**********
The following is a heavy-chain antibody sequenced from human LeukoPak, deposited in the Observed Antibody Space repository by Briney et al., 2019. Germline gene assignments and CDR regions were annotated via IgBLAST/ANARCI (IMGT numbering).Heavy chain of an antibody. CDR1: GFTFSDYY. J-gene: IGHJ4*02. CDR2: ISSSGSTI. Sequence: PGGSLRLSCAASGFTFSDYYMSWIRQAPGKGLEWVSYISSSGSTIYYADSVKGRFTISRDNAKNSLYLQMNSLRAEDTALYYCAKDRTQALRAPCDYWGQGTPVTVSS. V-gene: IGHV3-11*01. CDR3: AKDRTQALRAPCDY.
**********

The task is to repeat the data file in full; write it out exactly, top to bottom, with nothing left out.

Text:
The following is a heavy-chain antibody sequenced from human LeukoPak, deposited in the Observed Antibody Space repository by Briney et al., 2019. Germline gene assignments and CDR regions were annotated via IgBLAST/ANARCI (IMGT numbering).Heavy chain of an antibody. CDR1: GFTFSDYY. J-gene: IGHJ4*02. CDR2: ISSSGSTI. Sequence: PGGSLRLSCAASGFTFSDYYMSWIRQAPGKGLEWVSYISSSGSTIYYADSVKGRFTISRDNAKNSLYLQMNSLRAEDTALYYCAKDRTQALRAPCDYWGQGTPVTVSS. V-gene: IGHV3-11*01. CDR3: AKDRTQALRAPCDY.